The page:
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Storytelling In The News: #98

Mercedes campaign features stories

March 24, 2004

Mercedes' new ad campaign doesn't use beautiful shots of cars racing down a winding road or exalt the latest lease offer. It doesn't even show new products. Instead, Mercedes-Benz is turning to that age-old communication device - the story. The campaign, starting next Monday, uses photos sent in by Mercedes-Benz owners and short vignettes of real drivers

Created by Merkley & Partners, part of the Omnicom Group, the campaign, under the tagline "Unlike Any Other," features three television commercials and their two-dimensional print counterparts.

One ad, called "Faithful Vignettes," features short clips of people with compelling stories to tell about their cars. The ad quickly moves from a veterinarian and scientist in Africa and his 22-year-old G-Class S.U.V. to a family that survived a head-on collision in a 2003 E320. It ends with a couple that have driven their 1970 280SE more than a million miles.

The other two ads tell the story in pictures, "Framed Portraits" and "Multiple Portraits," feature dozens of photos of owners who responded to a newspaper ad Mercedes placed in February asking for photos they had taken with their cars. Mercedes ended up with more than 1,000 photos from consumers. "Framed Portraits" is set to a slow ballad sung by the relatively unknown singer Mozella. The ad ends with the words: "The love never fades." "Multiple Portraits" is set to much faster paced techno-music and ends with the words "No one every poses with their toaster."

Mercedes' reflective "soft sell" ads come at a time of intense competition in the luxury automobile market. In 2003, Mercedes was within a few thousand units of being overtaken by General Motors' emboldened Cadillac brand for the No. 3 spot in the luxury segment behind Lexus and BMW. Sales of Infiniti, meanwhile, grew 35 percent last year, according to Ward's AutoInfoBank, to 118,655 units on the strength of its new G35 sedan and coupe. Mercedes sales were up 9.6 percent in 2003, to 218,717 units.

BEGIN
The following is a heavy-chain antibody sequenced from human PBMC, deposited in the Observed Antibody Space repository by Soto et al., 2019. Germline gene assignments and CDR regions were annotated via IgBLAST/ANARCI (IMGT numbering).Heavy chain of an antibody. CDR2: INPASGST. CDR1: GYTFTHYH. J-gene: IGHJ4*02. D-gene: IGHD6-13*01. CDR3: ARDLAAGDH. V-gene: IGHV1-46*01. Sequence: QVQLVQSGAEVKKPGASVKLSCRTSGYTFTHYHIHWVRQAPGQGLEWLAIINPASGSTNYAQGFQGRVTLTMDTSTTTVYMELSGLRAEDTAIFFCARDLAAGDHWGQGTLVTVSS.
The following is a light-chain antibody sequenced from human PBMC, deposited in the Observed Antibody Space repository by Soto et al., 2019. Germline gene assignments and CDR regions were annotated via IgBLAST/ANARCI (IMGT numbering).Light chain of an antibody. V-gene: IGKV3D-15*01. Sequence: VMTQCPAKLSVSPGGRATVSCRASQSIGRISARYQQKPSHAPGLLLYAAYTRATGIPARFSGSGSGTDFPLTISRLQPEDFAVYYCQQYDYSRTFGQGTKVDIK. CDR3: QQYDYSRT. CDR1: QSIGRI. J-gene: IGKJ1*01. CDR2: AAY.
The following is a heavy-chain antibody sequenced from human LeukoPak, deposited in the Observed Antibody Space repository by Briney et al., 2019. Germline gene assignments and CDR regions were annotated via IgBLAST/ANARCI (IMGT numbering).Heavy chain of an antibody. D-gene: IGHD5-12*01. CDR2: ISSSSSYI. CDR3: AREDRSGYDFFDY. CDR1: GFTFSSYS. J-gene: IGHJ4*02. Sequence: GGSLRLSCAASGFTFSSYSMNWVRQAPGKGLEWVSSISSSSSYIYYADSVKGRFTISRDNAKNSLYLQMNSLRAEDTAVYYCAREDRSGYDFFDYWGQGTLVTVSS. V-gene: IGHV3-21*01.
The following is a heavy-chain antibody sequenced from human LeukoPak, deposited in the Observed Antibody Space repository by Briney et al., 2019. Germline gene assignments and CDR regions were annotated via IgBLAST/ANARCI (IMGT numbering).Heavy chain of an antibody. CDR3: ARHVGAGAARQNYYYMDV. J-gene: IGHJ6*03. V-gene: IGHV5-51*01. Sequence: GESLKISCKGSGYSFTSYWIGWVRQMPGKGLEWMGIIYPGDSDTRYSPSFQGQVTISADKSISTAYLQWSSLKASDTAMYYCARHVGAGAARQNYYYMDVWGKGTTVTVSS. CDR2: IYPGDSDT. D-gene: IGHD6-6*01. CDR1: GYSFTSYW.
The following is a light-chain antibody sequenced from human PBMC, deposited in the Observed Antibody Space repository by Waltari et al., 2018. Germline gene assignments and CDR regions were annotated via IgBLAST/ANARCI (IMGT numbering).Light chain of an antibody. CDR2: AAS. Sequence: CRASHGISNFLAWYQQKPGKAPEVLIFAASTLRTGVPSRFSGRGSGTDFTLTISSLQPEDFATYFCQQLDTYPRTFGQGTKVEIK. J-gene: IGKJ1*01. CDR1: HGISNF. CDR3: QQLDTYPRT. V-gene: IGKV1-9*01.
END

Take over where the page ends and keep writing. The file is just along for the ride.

Mercedes is also battling a blow to its once-sterling reputation in quality and reliability. Mercedes has been plagued by quality problems that not only knocked it off the top of a J. D. Power initial quality rating last year, but also pushed it down to No. 15, which is just above the industry average. Earlier this year, the influential Consumer Reports' annual auto issue ranked Mercedes, along with BMW, Volvo, Jaguar and Audi, below average for reliability.

"The reputation of the Mercedes brand has bought them some time to address the quality problems," said Susan Jacobs, president of Jacobs & Associates, an automotive research firm in Rutherford, N.J. in the New York Times. "They seem to be stepping up to the issues. So I haven't scaled back my estimates for Mercedes sales in 2004."

While the new campaign does not directly address the brand's reliability and quality concerns, it draws heavily on Mercedes' traditional reputation for durability. Many of the cars featured in the photographs are decades old.

"Our authenticity, our heritage and the pride people have in Mercedes, those are all huge comparative advantages for us," Ms. Cervantez said in the New York Times. She once oversaw the Lincoln and Jaguar brands at the Ford Motor Company before joining Mercedes in March 2003.

The stories in the ads try to draw on the Mercedes heritage.

Read The New York Times

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